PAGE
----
A quick update on developments in the Craig Wright [is] or [is not] Satoshi story.
In the last 24 hours Wright has posted on his blog that extraordinary claims require extraordinary proofs and that he will provide such proof over the coming days in the form of “a transfer from an early block”. This could be the much touted miracle of the movement of the Satoshi funds we’ve all been waiting for.
At the same time Gavin Andresen, a lead developer in bitcoin, has stated that it was a “mistake” to have posted a personal blog testifying that he was “convinced beyond a reasonable doubt” of Dr Wright’s case. He told Dan Kaminsky, a noted security expert, in correspondence: Read more
Live markets commentary from FT.com
From Citi’s global head of G10 strategy, Steven Englander, who wonders if markets have begun pricing another round in:
US economic data have been soggy, other than labor market data, which means that we get one positive data release a month followed by a series of disappointments. This is reflected in the Citi’s economic surprise index (Figure 1), which has been dropping since mid‐April and where a 0 level would be considered strong outperformance.
My conjecture is that investors have begun to price out June/July hiking risk they are beginning to reject the view that there is a high‐probability fed funds path that is as shallow as the market is pricing in. If you really think that a full hike is not likely until May 2017 (as is now priced in), you have to think there is a non‐negligible probability that the economy is so bad that you would want to cut.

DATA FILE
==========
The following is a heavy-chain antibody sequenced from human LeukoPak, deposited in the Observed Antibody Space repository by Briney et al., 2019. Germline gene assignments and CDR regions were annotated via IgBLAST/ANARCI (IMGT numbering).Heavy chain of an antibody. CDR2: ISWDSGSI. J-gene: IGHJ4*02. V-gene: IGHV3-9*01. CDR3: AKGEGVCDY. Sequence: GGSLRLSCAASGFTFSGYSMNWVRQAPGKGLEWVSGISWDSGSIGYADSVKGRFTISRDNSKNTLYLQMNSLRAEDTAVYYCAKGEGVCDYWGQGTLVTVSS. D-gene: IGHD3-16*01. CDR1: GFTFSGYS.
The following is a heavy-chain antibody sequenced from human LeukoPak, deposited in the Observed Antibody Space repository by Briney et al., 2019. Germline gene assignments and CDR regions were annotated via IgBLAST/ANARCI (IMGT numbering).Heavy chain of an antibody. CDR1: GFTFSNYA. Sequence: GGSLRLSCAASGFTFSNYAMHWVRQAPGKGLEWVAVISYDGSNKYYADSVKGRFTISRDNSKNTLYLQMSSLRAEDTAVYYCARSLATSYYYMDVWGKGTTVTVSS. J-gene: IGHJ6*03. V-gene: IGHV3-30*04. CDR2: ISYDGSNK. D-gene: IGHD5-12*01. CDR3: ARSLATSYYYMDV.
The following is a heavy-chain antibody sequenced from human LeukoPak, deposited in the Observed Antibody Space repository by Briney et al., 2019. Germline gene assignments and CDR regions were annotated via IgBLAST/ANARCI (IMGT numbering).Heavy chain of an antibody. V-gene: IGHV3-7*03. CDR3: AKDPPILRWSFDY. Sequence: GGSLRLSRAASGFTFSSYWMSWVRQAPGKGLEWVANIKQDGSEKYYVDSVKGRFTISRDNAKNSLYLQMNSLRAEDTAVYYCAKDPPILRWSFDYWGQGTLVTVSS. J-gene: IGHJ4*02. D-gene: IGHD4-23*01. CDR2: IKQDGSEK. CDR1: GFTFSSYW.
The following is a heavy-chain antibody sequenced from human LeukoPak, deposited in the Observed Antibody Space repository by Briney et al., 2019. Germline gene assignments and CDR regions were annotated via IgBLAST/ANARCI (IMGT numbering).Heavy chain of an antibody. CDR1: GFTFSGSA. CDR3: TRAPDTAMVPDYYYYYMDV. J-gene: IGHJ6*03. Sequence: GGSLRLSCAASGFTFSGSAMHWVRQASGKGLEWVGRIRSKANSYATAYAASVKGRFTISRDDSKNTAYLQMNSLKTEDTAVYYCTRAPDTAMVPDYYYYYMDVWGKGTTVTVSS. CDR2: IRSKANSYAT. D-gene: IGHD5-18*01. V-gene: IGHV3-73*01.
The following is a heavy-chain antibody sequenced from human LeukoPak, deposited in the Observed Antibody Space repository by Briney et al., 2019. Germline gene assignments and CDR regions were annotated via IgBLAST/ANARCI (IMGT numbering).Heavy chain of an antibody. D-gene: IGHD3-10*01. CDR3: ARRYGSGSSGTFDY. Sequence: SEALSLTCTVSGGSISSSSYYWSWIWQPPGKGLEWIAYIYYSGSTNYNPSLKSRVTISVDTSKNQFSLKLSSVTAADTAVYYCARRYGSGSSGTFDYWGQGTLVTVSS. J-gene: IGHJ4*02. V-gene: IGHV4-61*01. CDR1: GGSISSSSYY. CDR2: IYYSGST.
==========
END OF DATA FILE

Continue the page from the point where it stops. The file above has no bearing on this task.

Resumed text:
UK-based “peer-to-peer” money transfer service TransferWise has been dubbed the darling of the European fintech start-up scene. Developed in 2011 by Estonian Kristo Käärmann and Taavet Hinrikus, it famously scored a $1bn valuation (and precious UK unicorn status) in 2015 when it raised $58m in a funding round. And the company’s founders have been anything but modest about the platform’s growth projections. And anything but worried about the platform’s poor profitability.
Then there were those ads.
Elsewhere on Wednesday,
- The mythology of Trump’s ‘working class’ support.
- China would really like its economists, analysts and business reporters to cheer up. And Balding comments.
- New Gorton paper on the economics of safe assets.
- Leicester were preseason 5000-1 shouts to win the Premiership. USD/JPY is 2500-1 to hit 325 within 5 years. Read more
Ted Cruz has suspended his campaign for the White House after a resounding defeat at the hands of Mr Trump in the Indiana primary Read more
Sticking with a plan after it seems to have stopped working can be admirable persistence — or it can be bull-headed stubbornness. The question is whether recent difficulties are just temporary setbacks bound to reverse or, instead, you’re on the wrong side of a fundamental change in the way the world works.